Acute respiratory distress syndrome (ARDS) is characterized by diffuse pulmonary edema that impairs gas exchange and leads to hypoxemia. ARDS can be caused by direct or indirect lung injury from a variety of common conditions including sepsis, pneumonia, trauma, acid aspiration, ischemia-reperfusion, chemical inhalation, and overdistension by mechanical ventilation. Due to its diverse etiology, extremely high hospital case-fatality rates, and poor long-term prognosis, the syndrome has increasingly been recognized by the NIH and biomedical investigators as an important public health concern. Unfortunately, options for treating ARDS remain extremely limited. The only proven methods for enhancing survival are protective, low-tidal-volume mechanical ventilation and prone positioning, both of which are implemented once a patient is in poor enough condition to require intubation. As such, the last decade has witnessed a strong effort among researchers to develop therapies that can prevent lung injury from progressing to ARDS, a trend that has been buttressed by the establishment by the NIH of the Prevention and Early Treatment of Acute Lung Injury (PETAL) multi-site network of clinical trials. A number of promising drugs for ARDS prevention are in the early translational stages of research, including transient receptor potential vanilloid 4 (TRPV4) inhibitors, which block calcium channels whose activation is an important facilitator of pulmonary endothelial hyperpermeability and edema. Administration of these preventive ARDS therapeutics to patients with optimal sensitivity and specificity requires the corollary development of diagnostic tools that can identify individuals who are particularly at risk of progressing to severe lung injury before this progression occurs. In response to this need and in line with the guiding focus of this RFA, the proposed project will develop a molecular probe capable of detecting the early metabolic signs of lung injury before edema develops. Through injecting hyperpolarized (HP) 13C-labeled pyruvate and imaging the subject with magnetic resonance (MR), we are able to track its real-time conversion to lactate and bicarbonate in the lung. Decreased conversion to bicarbonate and increased conversion to lactate indicate mitochondrial dysfunction and upregulated glycolysis, respectively, which have been associated with the endothelial hyperpermeability that allows formation of edema. The first fundamental task of this project will be to demonstrate that HP 13C pyruvate can non-invasively detect lung injury in rodent models before conventional clinical metrics (chest x-ray/computed tomography [CT] to identify edema and alveolar blood gas testing to identify hypoxemia). Second, we will investigate the bioenergetics effects of TRPV4 inhibitors using 13C pyruvate, thereby gaining an idea of how blockage of the TRPV4 channel affects the metabolic characteristics that our probe is measuring. Third, we will assess whether early detection of lung injury pathogenesis using HP 13C MRI and subsequent treatment with a TRPV4 inhibitor generates better outcomes than when the same TRPV4 inhibitor is administered when injury is determined via conventional techniques. Finally, we will evaluate the ability of HP 13C pyruvate to predict endpoints in extracorporeal, perfused human lungs treated with a TRPV4 inhibitor in order to assess the performance of the probe in a human tissue model; the findings of this aim will also have high relevance for the prediction and prevention of lung injury in lung transplant patients.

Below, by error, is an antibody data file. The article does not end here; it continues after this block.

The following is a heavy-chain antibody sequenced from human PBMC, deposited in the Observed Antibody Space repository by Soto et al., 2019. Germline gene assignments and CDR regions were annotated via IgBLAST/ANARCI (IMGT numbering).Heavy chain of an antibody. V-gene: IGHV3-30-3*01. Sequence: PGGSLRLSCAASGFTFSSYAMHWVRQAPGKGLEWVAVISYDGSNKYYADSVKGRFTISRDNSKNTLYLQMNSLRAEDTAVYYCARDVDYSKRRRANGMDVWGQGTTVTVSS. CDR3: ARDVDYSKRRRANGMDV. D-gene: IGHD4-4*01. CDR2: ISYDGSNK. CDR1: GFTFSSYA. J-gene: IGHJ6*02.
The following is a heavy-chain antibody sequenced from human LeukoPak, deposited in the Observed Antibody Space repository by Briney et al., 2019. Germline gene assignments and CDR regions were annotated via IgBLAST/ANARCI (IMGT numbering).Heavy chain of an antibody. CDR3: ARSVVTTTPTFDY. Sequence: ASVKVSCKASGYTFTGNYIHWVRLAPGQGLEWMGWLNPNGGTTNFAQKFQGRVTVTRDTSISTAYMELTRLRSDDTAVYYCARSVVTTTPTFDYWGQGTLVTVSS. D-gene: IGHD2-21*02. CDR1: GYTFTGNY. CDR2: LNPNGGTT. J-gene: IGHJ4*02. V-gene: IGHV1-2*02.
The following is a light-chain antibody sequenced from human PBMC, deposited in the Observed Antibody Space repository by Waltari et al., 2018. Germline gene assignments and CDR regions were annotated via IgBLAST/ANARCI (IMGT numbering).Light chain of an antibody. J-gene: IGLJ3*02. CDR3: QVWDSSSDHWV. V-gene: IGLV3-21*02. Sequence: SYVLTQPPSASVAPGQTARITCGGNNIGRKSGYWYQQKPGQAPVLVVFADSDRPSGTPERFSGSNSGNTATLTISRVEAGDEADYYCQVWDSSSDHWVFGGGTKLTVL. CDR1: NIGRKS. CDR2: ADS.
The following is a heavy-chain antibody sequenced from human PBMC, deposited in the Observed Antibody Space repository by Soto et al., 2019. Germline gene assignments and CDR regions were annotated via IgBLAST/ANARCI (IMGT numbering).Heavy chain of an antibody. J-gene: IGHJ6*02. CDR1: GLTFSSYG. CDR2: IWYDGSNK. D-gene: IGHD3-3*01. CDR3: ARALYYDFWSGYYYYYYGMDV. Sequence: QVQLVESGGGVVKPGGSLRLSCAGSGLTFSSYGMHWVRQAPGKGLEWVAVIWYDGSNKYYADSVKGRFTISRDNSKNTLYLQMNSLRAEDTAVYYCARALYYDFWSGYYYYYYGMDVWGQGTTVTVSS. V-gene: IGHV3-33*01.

Public Health Relevance

This project seeks to develop a hyperpolarized 13C magnetic resonance imaging (HP 13C MRI) probe capable of non-invasively detecting the early signs of lung injury before it progresses to acute respiratory distress syndrome (ARDS). While ARDS has very poor short- and long-term outcomes, recent research has identified a number of drugs that may be effective in preventing it. Early diagnosis of lung injury using molecular imaging will allow these drugs to be administered to at-risk patients before this injury becomes severe.

National Institute of Health (NIH)
National Heart, Lung, and Blood Institute (NHLBI)
Research Project (R01)
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Special Emphasis Panel (ZRG1)
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Zhou, Guofei
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University of Pennsylvania
Schools of Medicine
United States
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Xin, Yi; Cereda, Maurizio; Hamedani, Hooman et al. (2018) Unstable Inflation Causing Injury. Insight from Prone Position and Paired Computed Tomography Scans. Am J Respir Crit Care Med 198:197-207